Serina Dawn Finds Her Silver Lining

When your grandmother was a famous burlesque dancer named Gay Dawn and your dad built Robosaurus, do you have any chance of a normal life?

WATCH the video for “Weather the Storm”

According to local artist Serina Dawn Hays, the answer is: yes and no.

“When I was growing up my mother called me her little songbird,” says the multi-talented artist, who was raised in Los Angeles area before moving to Truckee after college.

Hays’ mother was a Los Angeles Police Department officer for 22 years.

“She grew up watching grandma on stage and now she comes to all my shows, ” she says. “My mom always says I remind her of my grandmother. I guess the singing thing skipped a generation.”

When she was a child, Hay’s father built the largest entertainment robot in the world, Robosaurus, which has been featured on episodes of “The Simpsons” and “Pawn Stars.”

“It was 65,000 pounds and 42 feet tall, ripped cars apart and set them on fire,” says Hays with a twinkle — or is that a tear? — in her eye. “I used to sing the national anthem from the claw of a robot 30 feet in the air.”

Serina Dawn’s debut EP, “Silver Lining,” kicks off with the Paula Abdul feel of “Think Twice.” A deep, funky bass beat by Steve Kershisnik, producer Mark Sexton’s 1937 Gibson Archtop L7 Wah Wah pedal and Aaron Chiazza’s pocket drumming get things going on a confident footing.

“We’ll share this mutual respect. If you treat me right, hold me tight. You know I won’t think twice,” sings Hays over the supergroup’s P-Funk-esque backing vocals.

And in case you were wondering, there was a handle inside the claw that Hays held onto when she sang “The Star-Spangled Banner” at monster-truck rallies.

Track 2, “I’m on the High Road,” tells a story of Hays looking back at her younger self with some advice à la Rod Stewart’s “ooh la la.”

The opening chords of piano, bass and drums hit crystal clear as Hays sings like Aretha Franklin and Marvin Gaye’s lovechild. This funky mountain mama reveals some true range while laying down stacked harmonies over a smooth track by Sexton that sounds straight from a Motown Studio, rather than a cabin located behind Zander’s Spirits in Truckee.

“For me, when I listen to Motown, it’s what I regard as the best music ever as far as pop songwriting goes,” Sexton says. “It’s music that both musicians and music listeners can love cause there is something special about it that’s simple, yet interesting.”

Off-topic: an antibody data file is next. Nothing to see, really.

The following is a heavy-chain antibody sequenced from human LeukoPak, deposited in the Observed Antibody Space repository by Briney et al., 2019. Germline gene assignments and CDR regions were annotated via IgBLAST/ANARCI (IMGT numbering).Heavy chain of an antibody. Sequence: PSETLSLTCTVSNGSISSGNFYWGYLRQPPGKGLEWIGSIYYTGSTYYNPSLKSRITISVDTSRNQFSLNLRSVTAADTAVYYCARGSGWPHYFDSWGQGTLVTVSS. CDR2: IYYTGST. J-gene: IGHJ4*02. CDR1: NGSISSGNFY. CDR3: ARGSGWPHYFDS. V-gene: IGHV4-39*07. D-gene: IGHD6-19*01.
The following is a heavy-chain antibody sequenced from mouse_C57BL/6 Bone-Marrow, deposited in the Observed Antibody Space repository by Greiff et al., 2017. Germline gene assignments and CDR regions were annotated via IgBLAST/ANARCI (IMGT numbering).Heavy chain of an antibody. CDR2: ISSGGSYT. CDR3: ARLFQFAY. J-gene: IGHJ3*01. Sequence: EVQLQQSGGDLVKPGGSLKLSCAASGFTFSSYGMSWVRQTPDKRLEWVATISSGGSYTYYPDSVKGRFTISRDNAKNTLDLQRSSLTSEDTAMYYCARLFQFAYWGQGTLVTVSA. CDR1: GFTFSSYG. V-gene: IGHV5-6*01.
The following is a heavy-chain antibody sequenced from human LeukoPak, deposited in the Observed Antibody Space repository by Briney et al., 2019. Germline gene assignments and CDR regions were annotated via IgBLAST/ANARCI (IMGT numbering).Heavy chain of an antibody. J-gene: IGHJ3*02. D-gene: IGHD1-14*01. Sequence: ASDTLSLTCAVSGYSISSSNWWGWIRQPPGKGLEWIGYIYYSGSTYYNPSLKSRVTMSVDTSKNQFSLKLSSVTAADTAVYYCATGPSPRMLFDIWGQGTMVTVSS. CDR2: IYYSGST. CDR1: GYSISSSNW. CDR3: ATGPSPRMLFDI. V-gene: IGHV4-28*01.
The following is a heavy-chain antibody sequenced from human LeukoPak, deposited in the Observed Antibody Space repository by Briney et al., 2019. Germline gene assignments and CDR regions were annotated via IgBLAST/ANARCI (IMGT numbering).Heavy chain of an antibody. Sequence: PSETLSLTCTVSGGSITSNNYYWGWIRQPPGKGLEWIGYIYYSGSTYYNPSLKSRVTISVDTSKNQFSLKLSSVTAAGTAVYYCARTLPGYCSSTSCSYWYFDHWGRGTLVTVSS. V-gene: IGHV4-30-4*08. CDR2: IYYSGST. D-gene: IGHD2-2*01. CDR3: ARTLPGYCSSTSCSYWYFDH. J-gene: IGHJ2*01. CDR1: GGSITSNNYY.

Hays wrote the third track, “Weather the Storm,” while walking alone by the Truckee River on a squally winter day.

“As each song started coming into my head. I would record it on my voice memo and send it to Mark,” says Hays.

Here, she brings the fierce Carrie Underwood vibes to a funky minor jam created by Sexton.

“Serina was using thunder as a metaphor for herself so I tried to listen to what chords she was implying beneath that,” says her cowriter.

The duo would then schedule power-writing sessions at the cabin where they’d meet up for an hour or two to arrange parts and rehearse.

“It was an exercise in commitment and decision in songwriting,” says Sexton.

Title track “Silver Lining” is a testament to the long and winding road Hays has walked to get to this moment. In the past two years, this 1980s baby has also appeared in local television commercials for Mattress King, Canon Cameras and Dodge Ram.

“I sort of recently realized I’m almost more marketable now than I was in my 20s,” she says. “In your 20s, they’re looking more of that blond bombshell. Now, I get a lot of shoots for the all-American mom.”

Hays lives in Glenshire with her husband and children. The album ends with a touch of No Doubts meets Bush on “It Won’t Be Me,” as the mother of two delivers a heartfelt warning to her younger self with edgy vocals that call to mind the raw power of Demi Lovato, Grace Potter and Nikki Bluhm.

“This is my heart and soul all poured into an album,” she says. “It’s the culmination of every past experience I can share with the world. Mark was the magic piece that helped me bring it into being. He was able to show me the steps and take down the barriers that let the full force and confidence of my writing ability shine through.” |